Affordable Housing as a Public Asset

Alice Griffith

HOPE SF Alice Griffith Phase 1, Photo Credit: Blake Thompson Photograph

Affordable housing is essential for San Francisco’s resilience and livability, but it is also distinct from the other facilities and infrastructure in the public portfolio. Unlike the City’s horizontal and vertical assets such as pipes, streets, and buildings, when it comes to affordable housing, the asset the City “owns” is the affordability itself. Affordability is ensured both through restrictions placed on title or through ownership of the land underlying affordable units. With only one exception, the City does not own the affordable housing asset itself. Affordable housing buildings are typically owned by partnerships where the managing general partner is a mission-driven non-profit organization. Typically, the partnerships receive funds from the City, but some legacy projects are funded solely by the federal government. Property management is provided either by the same ownership entity, or through contracts with third-party property management entities that specialize in affordable housing. Likewise, service provision for residents is typically provided through third party contracts between the owner and qualified service providers.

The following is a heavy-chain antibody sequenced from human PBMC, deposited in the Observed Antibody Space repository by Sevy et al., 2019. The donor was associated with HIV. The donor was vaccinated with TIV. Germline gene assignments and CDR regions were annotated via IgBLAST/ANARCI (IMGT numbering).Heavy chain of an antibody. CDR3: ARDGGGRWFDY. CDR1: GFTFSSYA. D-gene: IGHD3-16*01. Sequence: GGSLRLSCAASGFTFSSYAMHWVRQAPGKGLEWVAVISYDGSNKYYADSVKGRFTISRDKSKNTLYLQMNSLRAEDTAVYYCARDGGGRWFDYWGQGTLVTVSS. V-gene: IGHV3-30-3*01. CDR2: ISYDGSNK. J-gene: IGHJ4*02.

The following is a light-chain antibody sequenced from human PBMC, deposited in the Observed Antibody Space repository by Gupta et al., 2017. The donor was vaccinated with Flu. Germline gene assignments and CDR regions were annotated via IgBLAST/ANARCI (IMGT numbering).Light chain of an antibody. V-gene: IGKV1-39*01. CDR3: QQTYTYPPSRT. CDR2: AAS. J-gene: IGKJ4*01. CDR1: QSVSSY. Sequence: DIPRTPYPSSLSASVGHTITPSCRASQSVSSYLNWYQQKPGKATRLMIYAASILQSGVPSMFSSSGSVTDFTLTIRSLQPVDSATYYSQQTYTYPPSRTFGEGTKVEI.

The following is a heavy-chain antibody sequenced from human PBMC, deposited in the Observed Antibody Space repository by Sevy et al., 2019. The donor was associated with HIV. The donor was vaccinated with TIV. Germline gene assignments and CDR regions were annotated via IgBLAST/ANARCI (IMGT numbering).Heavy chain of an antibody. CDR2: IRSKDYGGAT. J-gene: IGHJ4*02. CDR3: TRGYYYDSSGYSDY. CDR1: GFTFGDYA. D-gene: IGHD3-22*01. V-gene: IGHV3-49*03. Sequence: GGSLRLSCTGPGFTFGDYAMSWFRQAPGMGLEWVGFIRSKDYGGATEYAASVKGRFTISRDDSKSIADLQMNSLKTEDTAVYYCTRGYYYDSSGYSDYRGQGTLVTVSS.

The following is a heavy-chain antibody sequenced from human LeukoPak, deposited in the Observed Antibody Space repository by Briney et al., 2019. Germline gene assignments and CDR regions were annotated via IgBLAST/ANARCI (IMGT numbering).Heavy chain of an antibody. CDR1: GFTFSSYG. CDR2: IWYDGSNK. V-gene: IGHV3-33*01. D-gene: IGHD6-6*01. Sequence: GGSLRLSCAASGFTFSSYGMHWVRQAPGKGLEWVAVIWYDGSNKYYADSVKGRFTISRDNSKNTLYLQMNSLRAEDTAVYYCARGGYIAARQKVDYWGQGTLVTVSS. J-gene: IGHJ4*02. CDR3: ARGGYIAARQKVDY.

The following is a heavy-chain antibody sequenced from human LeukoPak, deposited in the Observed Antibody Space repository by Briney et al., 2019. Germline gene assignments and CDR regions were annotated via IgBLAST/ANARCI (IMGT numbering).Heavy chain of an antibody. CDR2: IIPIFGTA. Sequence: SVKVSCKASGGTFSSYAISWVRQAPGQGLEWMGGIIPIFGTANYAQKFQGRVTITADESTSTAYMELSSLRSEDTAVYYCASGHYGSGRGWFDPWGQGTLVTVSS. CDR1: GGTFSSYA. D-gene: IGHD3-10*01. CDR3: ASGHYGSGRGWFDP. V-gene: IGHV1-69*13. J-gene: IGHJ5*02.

Financial support of affordable housing production and preservation is generally provided by MOHCD through loans to affordable housing developers. As such, the affordable housing projects supported by the City are not considered public works, though long-term or permanent affordability restrictions are recorded on the property. Qualified development teams are selected through Notices of Funding Availability (NOFAs) or Requests for Proposals or Qualifications (RFPs or RFQs). Those teams then carry out housing acquisition, preservation, and new construction projects. This financing approach allows projects to leverage sources of funding at the state and federal level such that local resources are needed to pay only a portion of the total cost of development.

Key Terms


The term "affordable housing" refers to housing with a rent or cost of ownership equal to 30% or less of the household’s income and/or housing that is funded by the government, rented or sold at prices that are below the local market rate, and restricted to qualifying households with limited incomes. The levels of affordability are typically divided into the categories below.

  • Middle Income: 120%-200% AMI
  • Moderate Income: 80%-120% AMI
  • Low Income: 50%-80% AMI
  • Very Low Income: 30%-50% AMI
  • Extremely Low Income: below 30% AMI

In 2020, San Francisco’s median income is $89,650 for an individual, $128,100 for a family of four. San Francisco publishes its own AMI levels that are different than those published by the U.S. Department of Housing and Urban Development (HUD) and by the California Tax Credit Allocation Committee (TCAC) for the San Francisco region. MOHCD uses an “unadjusted” AMI, which is lower than HUD’s published AMI that includes an upward high cost adjuster (which TCAC then follows). MOHCD also places limits on year-over-year increases to AMI levels. As a result, real incomes that correspond to MOHCD’s AMI levels are lower than those for the same AMI levels as published by HUD and TCAC.

Permanent Supportive Housing